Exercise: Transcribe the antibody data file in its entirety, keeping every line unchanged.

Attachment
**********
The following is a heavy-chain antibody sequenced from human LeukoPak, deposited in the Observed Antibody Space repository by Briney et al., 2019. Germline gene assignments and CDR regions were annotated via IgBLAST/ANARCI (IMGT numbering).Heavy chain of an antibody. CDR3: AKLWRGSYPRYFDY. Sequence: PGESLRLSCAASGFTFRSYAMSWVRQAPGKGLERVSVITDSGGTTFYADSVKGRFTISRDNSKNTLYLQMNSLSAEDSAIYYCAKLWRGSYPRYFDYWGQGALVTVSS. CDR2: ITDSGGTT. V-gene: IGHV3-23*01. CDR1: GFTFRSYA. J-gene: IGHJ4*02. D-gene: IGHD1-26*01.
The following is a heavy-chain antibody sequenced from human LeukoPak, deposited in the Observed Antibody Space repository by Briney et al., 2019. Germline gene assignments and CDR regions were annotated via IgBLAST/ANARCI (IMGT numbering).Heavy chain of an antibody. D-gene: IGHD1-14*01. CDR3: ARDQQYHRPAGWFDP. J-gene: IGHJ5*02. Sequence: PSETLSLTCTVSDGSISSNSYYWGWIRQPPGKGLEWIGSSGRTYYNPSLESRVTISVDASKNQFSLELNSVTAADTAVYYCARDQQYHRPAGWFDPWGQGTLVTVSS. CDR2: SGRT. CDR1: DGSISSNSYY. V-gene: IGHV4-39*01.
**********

The following is a heavy-chain antibody sequenced from human LeukoPak, deposited in the Observed Antibody Space repository by Briney et al., 2019. Germline gene assignments and CDR regions were annotated via IgBLAST/ANARCI (IMGT numbering).Heavy chain of an antibody. CDR3: AKLWRGSYPRYFDY. Sequence: PGESLRLSCAASGFTFRSYAMSWVRQAPGKGLERVSVITDSGGTTFYADSVKGRFTISRDNSKNTLYLQMNSLSAEDSAIYYCAKLWRGSYPRYFDYWGQGALVTVSS. CDR2: ITDSGGTT. V-gene: IGHV3-23*01. CDR1: GFTFRSYA. J-gene: IGHJ4*02. D-gene: IGHD1-26*01.
The following is a heavy-chain antibody sequenced from human LeukoPak, deposited in the Observed Antibody Space repository by Briney et al., 2019. Germline gene assignments and CDR regions were annotated via IgBLAST/ANARCI (IMGT numbering).Heavy chain of an antibody. D-gene: IGHD1-14*01. CDR3: ARDQQYHRPAGWFDP. J-gene: IGHJ5*02. Sequence: PSETLSLTCTVSDGSISSNSYYWGWIRQPPGKGLEWIGSSGRTYYNPSLESRVTISVDASKNQFSLELNSVTAADTAVYYCARDQQYHRPAGWFDPWGQGTLVTVSS. CDR2: SGRT. CDR1: DGSISSNSYY. V-gene: IGHV4-39*01.